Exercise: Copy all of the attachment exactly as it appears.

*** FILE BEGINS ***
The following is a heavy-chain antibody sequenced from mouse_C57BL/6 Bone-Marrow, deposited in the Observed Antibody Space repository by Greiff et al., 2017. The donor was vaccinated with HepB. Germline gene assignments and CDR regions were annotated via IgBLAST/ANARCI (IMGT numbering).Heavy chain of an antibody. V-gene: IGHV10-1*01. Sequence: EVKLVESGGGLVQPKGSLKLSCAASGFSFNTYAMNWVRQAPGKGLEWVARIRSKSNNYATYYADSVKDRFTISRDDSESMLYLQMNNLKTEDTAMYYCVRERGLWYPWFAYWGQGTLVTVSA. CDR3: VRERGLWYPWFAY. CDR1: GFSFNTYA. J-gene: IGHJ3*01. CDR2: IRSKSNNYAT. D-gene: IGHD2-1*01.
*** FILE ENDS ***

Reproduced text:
The following is a heavy-chain antibody sequenced from mouse_C57BL/6 Bone-Marrow, deposited in the Observed Antibody Space repository by Greiff et al., 2017. The donor was vaccinated with HepB. Germline gene assignments and CDR regions were annotated via IgBLAST/ANARCI (IMGT numbering).Heavy chain of an antibody. V-gene: IGHV10-1*01. Sequence: EVKLVESGGGLVQPKGSLKLSCAASGFSFNTYAMNWVRQAPGKGLEWVARIRSKSNNYATYYADSVKDRFTISRDDSESMLYLQMNNLKTEDTAMYYCVRERGLWYPWFAYWGQGTLVTVSA. CDR3: VRERGLWYPWFAY. CDR1: GFSFNTYA. J-gene: IGHJ3*01. CDR2: IRSKSNNYAT. D-gene: IGHD2-1*01.